Daily Brief

Everything but the data

Common sense

The prime minister yesterday cleared up all the questions about how the winding back of lockdown rules will affect the various UK economic sectors. A government document set out a “road map” that will guide most businesses to a reopening sometime after 4 July. Although the media were not unanimous in their praise for the plan, investors took it in good part.

Sterling was on average unchanged on the day, lower against the big four and firmer elsewhere. It lost one US cent, two thirds of a Swiss cent and half a euro cent. The pound’s biggest gains were of 0.5% each from the Northern Scandinavian crowns and the Australian dollar (worth half a cent). There were no UK economic data to muddy the waters.

The foreign secretary sidestepped an awkward question about why people can mix with folk from other families at work but not socially, saying they should “use some common sense”. A different application of common sense is proposed by Robert Barone in Forbes magazine. He argues that the shape of the economic recovery in the States, and therefore probably in the rest of G10, will be a V that begins around now and then flattens out slightly before the end of the year.


Not negative

A global scarcity of economic data left investors to focus on the varying approaches to restarting national economies and to ponder upon what further measures might be taken by central banks and governments. One possibility that has been floated is negative interest rates in the United States.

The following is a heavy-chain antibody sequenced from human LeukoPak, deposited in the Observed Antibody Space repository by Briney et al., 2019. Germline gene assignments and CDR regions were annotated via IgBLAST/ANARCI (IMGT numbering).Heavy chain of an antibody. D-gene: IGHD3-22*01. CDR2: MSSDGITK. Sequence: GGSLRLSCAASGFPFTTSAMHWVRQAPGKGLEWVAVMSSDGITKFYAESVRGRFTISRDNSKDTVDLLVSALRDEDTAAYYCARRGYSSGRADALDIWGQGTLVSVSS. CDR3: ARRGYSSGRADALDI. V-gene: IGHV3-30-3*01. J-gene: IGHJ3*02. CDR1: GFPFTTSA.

Towards the end of last week US futures appeared to be pricing in a sub-zero federal funds rate. On Friday more than one prominent investor conceded that negative rates are conceivable, if not desirable. There was pushback on Monday from two regional Federal Reserve presidents. Chicago’s Charles Evans said “I don’t anticipate that being a tool we would use”. Atlanta’s Raphael Bostic was “not a big fan of going into the negative rate territory”. The Wall Street Journal’s stance was “never say never” but the possibility did not put investors off the dollar. It was Monday’s top performer, strengthening by an average of 0.8%.

Subsequent to the Norwegian inflation data the only ecostat from Europe and North America was Italian industrial output. It was rather nasty, with monthly and annual falls of 28.4% and 29.3%.


Back to work

Where Monday’s agenda was sparse, today’s is a little busier. It kicked off overnight with a slowdown in Chinese inflation from 4.3% to 3.3%. Two surveys from NAB showed Australian housing market activity falling sharply last month while business confidence remained “very weak”.

NAB’s Business Survey found business conditions continuing to weaken to levels well below those seen during the global financial crisis. “Business confidence bounced… but remains well below the trough of the 1990s recession”. NAB does not see output recovering to pre-pandemic levels before 2022.

Europe is still shy on economic data today. The US offers small business confidence and inflation. Tonight the BRC reports on UK retail sales, Westpac prints its Australian consumer confidence index and the Reserve Bank of New Zealand is expected to increase its quantitative easing programme, perhaps almost doubling it.

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